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'Private drugs reduced my tumour'

PUBLISHED: 10:13 25 August 2008 | UPDATED: 14:39 14 July 2010

David Blackett - refused NHS treatment

David Blackett - refused NHS treatment

Laura Devlin

A Bunwell cancer patient's anger at being denied drugs on the NHS was renewed when he discovered his tumour has reduced since taking the self-funded treatment.

A Norfolk cancer patient's anger at being denied drugs on the NHS was renewed last night after discovering his tumour has reduced since taking the self-funded treatment.

David Blackett, who has an advanced form of kidney cancer, spoke out after leading UK cancer experts accused a health watchdog of forcing patients to remortgage their homes to afford treatments freely available in Europe.

A group of 26 professors said they were “dismayed” at guidance issued by the National Institute for Health and Clinical Excellence (Nice) to deny patients four kidney cancer drugs on the NHS because they are deemed too expensive.

They said the decision showed it was time for a “radical change” in how the NHS makes decisions on what treatments are available for cancer sufferers.

The Nice guidance, which is subject to appeal, included Sutent, which Mr Blackett was recommended by his consultant.

It means the 65-year-old from Bunwell, near Attleborough, and others like him will face the dilemma of paying thousands each month for a treatment which could prolong their life.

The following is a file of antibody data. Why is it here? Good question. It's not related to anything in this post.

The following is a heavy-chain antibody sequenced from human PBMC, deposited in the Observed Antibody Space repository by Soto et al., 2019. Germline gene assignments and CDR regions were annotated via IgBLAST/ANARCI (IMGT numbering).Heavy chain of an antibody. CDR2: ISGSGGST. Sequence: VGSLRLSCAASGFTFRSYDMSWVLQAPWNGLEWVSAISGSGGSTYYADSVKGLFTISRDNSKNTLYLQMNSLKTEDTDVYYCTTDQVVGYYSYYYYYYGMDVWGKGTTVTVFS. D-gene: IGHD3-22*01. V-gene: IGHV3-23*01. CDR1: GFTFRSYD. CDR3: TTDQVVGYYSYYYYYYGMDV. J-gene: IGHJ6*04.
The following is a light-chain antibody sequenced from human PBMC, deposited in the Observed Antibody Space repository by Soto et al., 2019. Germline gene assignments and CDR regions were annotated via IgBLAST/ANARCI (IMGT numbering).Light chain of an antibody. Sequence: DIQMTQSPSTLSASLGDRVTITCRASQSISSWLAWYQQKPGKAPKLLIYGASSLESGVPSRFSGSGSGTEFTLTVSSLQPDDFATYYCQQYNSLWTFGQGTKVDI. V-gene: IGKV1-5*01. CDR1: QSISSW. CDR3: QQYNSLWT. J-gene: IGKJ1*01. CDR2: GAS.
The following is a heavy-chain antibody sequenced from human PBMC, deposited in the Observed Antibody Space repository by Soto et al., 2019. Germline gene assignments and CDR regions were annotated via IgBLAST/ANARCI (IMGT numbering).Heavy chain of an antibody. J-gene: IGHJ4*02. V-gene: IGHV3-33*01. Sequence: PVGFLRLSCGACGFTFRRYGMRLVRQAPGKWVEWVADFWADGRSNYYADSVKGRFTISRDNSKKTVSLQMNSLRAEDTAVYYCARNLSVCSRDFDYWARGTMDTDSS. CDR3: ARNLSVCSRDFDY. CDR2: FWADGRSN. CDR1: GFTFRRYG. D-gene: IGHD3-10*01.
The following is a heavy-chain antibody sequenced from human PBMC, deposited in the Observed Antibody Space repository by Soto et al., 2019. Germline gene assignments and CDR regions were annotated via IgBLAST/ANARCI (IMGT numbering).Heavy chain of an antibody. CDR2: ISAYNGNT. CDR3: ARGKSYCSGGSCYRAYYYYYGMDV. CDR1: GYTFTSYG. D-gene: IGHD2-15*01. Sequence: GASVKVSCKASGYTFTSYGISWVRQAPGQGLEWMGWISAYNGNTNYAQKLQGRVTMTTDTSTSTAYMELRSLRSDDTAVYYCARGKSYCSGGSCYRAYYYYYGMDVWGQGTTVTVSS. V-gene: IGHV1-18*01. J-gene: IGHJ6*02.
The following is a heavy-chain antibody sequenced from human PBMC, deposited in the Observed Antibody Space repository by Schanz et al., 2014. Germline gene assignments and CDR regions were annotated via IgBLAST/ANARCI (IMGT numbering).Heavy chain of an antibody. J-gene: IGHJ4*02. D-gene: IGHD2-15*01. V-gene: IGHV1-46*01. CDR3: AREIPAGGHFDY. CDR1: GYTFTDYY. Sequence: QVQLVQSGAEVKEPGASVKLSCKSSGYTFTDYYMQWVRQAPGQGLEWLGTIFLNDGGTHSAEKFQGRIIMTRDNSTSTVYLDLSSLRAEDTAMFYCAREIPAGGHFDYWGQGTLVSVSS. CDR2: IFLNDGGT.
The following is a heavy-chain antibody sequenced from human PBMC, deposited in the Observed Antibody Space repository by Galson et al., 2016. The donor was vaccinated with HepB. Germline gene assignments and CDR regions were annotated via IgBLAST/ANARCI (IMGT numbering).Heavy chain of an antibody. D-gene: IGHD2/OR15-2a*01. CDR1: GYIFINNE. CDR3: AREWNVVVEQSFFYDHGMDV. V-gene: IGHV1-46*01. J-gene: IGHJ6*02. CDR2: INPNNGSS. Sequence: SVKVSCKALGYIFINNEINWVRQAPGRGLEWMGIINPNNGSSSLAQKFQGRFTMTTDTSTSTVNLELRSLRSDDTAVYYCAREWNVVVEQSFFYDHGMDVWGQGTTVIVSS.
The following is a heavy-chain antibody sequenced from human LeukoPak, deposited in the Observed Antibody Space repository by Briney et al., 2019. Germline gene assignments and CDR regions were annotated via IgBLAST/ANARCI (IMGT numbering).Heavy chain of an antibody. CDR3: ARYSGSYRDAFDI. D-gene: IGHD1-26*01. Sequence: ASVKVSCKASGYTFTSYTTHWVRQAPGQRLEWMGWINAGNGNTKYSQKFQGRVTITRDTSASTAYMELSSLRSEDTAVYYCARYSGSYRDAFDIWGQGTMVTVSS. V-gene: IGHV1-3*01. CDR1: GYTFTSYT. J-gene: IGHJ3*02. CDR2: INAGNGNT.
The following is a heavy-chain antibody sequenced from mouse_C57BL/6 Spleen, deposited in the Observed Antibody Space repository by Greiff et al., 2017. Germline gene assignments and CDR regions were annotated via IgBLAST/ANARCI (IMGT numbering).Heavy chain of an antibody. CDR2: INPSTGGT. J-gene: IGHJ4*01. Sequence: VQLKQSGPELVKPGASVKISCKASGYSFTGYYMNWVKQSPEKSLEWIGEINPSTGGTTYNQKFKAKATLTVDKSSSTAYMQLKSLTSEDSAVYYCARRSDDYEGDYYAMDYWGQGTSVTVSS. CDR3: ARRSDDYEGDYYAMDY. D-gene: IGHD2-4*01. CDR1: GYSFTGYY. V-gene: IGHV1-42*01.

Mr Blackett is currently meeting the £3,000 monthly bill through his wife's health insurance which she gets through work - but his wife, 62, would like to be able to retire so that she can be there for her husband.

Sutent does not eradicate the disease but can halt its progress and add several months to a patient's life, but Mr Blackett said his most recent tests had shown his tumour had actually shrunk.

“I personally know the drugs are working. I'm now in the middle of my fifth cycle of drug and I had a consultation last week and my consultant said that my tumour has reduced considerably,” he said.

“It may only be by 11mm, but when you are dying of cancer that can mean the gift of several months.

“It gives me more reason to be angry with Nice. There are about 2,000 people in my position with advanced kidney cancer. It is inoperable and the only treatment they can have is this drug.”

In a letter to the Sunday Times, the professors wrote: "Once again Nice has shown how poorly it assesses new cancer treatments.

"Its economic formulae are simply not suitable for addressing cost effectiveness in this area of medicine.

"Mean survivals obscure the fact that some patients will obtain prolonged benefit from these drugs.'

The effect of the guidance would be to force patients to fund their own treatment, the oncologists argued.

"It is essential that Nice gets its sums right.

"We have already seen distraught patients remortgaging their houses, giving up pensions and selling cars simply to buy drugs that are freely available to those using health services in countries of comparable wealth.'

In a letter to the Sunday Times, the professors said the NHS spent less than two-thirds of the European average on cancer drugs.

They wrote: "It just can't be that everybody else around the world is wrong about access to innovative cancer care and the NHS right in rationing it so severely.”

It was a "tragedy” that Britain's leading role in cancer research was not being translated into treatment for all patients, they said.

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